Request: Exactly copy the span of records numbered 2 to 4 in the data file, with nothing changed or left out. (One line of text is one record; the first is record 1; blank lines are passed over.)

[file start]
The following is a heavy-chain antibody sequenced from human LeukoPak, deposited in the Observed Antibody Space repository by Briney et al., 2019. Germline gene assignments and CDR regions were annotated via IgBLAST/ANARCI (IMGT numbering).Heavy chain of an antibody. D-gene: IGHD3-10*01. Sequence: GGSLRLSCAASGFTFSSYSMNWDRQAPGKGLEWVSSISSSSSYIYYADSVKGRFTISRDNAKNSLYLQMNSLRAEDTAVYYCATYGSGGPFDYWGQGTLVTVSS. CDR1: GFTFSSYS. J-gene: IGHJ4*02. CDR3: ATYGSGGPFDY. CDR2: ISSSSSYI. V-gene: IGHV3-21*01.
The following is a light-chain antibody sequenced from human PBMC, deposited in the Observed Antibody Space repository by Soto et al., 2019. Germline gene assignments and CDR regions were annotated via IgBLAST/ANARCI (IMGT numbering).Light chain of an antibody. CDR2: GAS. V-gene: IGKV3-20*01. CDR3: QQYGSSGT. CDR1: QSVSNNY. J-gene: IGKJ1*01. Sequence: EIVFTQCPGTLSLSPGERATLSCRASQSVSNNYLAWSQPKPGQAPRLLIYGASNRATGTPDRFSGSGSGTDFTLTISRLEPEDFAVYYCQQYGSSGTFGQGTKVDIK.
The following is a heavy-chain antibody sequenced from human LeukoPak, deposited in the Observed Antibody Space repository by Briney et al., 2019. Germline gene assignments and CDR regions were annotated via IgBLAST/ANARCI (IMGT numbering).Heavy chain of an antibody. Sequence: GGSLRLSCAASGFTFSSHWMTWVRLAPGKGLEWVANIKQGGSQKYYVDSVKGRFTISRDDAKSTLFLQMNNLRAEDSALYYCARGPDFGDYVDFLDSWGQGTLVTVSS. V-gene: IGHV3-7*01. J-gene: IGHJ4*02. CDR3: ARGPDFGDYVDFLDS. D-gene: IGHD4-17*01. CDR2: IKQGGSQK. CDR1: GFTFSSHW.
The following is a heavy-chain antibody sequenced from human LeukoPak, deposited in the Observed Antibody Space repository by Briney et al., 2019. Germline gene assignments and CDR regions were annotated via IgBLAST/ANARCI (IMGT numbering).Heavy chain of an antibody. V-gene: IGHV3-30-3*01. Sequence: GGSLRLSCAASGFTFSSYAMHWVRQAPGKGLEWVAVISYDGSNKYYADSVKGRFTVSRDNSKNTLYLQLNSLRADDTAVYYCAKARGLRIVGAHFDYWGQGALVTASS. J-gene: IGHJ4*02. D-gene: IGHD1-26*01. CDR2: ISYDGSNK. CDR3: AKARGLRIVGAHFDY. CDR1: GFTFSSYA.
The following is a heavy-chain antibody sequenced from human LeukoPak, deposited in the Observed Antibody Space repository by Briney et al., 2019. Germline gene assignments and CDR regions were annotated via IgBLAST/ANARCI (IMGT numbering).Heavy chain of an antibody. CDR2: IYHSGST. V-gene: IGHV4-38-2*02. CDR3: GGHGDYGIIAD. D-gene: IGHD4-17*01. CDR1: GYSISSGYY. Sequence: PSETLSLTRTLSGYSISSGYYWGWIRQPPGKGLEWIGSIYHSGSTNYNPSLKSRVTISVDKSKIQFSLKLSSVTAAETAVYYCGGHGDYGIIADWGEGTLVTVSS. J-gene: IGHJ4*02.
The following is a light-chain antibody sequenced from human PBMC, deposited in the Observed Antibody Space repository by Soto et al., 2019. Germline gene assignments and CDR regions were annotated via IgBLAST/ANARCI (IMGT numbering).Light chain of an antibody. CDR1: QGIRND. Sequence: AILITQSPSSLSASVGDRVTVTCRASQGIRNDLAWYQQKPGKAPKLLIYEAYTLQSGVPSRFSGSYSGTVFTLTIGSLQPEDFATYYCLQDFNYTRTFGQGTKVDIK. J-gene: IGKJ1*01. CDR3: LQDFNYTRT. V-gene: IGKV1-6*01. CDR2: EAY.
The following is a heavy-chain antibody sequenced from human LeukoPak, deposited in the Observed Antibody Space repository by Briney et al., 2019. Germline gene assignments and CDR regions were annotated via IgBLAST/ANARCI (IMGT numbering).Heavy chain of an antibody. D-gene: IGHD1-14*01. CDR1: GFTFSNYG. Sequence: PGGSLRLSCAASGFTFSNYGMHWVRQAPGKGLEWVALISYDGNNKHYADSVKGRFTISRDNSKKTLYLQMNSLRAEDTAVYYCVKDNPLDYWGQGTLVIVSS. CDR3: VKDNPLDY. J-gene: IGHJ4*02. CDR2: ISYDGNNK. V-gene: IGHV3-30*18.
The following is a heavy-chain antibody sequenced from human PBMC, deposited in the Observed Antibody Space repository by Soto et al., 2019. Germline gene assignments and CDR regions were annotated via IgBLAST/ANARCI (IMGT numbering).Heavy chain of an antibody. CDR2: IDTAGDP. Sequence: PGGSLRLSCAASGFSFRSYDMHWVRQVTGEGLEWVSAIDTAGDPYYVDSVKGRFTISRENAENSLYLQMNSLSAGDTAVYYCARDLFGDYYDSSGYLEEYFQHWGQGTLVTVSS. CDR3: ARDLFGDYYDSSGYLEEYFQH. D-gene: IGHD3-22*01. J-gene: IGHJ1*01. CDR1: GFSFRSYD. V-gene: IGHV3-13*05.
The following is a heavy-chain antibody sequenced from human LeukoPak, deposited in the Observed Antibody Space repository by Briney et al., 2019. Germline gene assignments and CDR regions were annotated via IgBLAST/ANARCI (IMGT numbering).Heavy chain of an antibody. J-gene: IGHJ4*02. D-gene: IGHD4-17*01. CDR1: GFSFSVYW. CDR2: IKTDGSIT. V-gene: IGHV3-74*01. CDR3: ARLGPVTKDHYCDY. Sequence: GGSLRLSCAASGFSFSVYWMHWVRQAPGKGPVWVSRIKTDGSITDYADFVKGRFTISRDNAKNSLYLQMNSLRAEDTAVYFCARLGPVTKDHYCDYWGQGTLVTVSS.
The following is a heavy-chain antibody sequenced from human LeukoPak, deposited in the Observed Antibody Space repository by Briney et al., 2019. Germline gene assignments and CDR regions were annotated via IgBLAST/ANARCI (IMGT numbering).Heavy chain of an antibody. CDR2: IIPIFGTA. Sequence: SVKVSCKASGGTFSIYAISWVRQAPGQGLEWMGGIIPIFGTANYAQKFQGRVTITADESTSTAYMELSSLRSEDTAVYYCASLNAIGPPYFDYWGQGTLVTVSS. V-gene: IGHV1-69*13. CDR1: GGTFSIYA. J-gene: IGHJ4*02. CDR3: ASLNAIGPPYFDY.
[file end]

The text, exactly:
The following is a light-chain antibody sequenced from human PBMC, deposited in the Observed Antibody Space repository by Soto et al., 2019. Germline gene assignments and CDR regions were annotated via IgBLAST/ANARCI (IMGT numbering).Light chain of an antibody. CDR2: GAS. V-gene: IGKV3-20*01. CDR3: QQYGSSGT. CDR1: QSVSNNY. J-gene: IGKJ1*01. Sequence: EIVFTQCPGTLSLSPGERATLSCRASQSVSNNYLAWSQPKPGQAPRLLIYGASNRATGTPDRFSGSGSGTDFTLTISRLEPEDFAVYYCQQYGSSGTFGQGTKVDIK.
The following is a heavy-chain antibody sequenced from human LeukoPak, deposited in the Observed Antibody Space repository by Briney et al., 2019. Germline gene assignments and CDR regions were annotated via IgBLAST/ANARCI (IMGT numbering).Heavy chain of an antibody. Sequence: GGSLRLSCAASGFTFSSHWMTWVRLAPGKGLEWVANIKQGGSQKYYVDSVKGRFTISRDDAKSTLFLQMNNLRAEDSALYYCARGPDFGDYVDFLDSWGQGTLVTVSS. V-gene: IGHV3-7*01. J-gene: IGHJ4*02. CDR3: ARGPDFGDYVDFLDS. D-gene: IGHD4-17*01. CDR2: IKQGGSQK. CDR1: GFTFSSHW.
The following is a heavy-chain antibody sequenced from human LeukoPak, deposited in the Observed Antibody Space repository by Briney et al., 2019. Germline gene assignments and CDR regions were annotated via IgBLAST/ANARCI (IMGT numbering).Heavy chain of an antibody. V-gene: IGHV3-30-3*01. Sequence: GGSLRLSCAASGFTFSSYAMHWVRQAPGKGLEWVAVISYDGSNKYYADSVKGRFTVSRDNSKNTLYLQLNSLRADDTAVYYCAKARGLRIVGAHFDYWGQGALVTASS. J-gene: IGHJ4*02. D-gene: IGHD1-26*01. CDR2: ISYDGSNK. CDR3: AKARGLRIVGAHFDY. CDR1: GFTFSSYA.